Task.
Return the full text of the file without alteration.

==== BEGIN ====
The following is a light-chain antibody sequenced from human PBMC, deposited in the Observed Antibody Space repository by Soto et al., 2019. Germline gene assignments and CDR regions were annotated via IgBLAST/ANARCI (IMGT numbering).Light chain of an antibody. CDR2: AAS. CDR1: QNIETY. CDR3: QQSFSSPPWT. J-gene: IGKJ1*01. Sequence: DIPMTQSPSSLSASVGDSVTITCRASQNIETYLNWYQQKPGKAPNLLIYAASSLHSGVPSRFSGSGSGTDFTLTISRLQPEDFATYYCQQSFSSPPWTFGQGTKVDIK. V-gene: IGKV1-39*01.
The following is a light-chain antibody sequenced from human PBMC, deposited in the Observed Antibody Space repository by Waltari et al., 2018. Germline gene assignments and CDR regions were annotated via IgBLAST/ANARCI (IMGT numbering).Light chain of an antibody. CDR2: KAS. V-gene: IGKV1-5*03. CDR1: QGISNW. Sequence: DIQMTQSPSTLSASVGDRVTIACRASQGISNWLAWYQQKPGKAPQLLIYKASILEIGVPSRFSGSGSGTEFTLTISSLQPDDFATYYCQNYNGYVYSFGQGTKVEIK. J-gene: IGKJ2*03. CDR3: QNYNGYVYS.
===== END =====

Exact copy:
The following is a light-chain antibody sequenced from human PBMC, deposited in the Observed Antibody Space repository by Soto et al., 2019. Germline gene assignments and CDR regions were annotated via IgBLAST/ANARCI (IMGT numbering).Light chain of an antibody. CDR2: AAS. CDR1: QNIETY. CDR3: QQSFSSPPWT. J-gene: IGKJ1*01. Sequence: DIPMTQSPSSLSASVGDSVTITCRASQNIETYLNWYQQKPGKAPNLLIYAASSLHSGVPSRFSGSGSGTDFTLTISRLQPEDFATYYCQQSFSSPPWTFGQGTKVDIK. V-gene: IGKV1-39*01.
The following is a light-chain antibody sequenced from human PBMC, deposited in the Observed Antibody Space repository by Waltari et al., 2018. Germline gene assignments and CDR regions were annotated via IgBLAST/ANARCI (IMGT numbering).Light chain of an antibody. CDR2: KAS. V-gene: IGKV1-5*03. CDR1: QGISNW. Sequence: DIQMTQSPSTLSASVGDRVTIACRASQGISNWLAWYQQKPGKAPQLLIYKASILEIGVPSRFSGSGSGTEFTLTISSLQPDDFATYYCQNYNGYVYSFGQGTKVEIK. J-gene: IGKJ2*03. CDR3: QNYNGYVYS.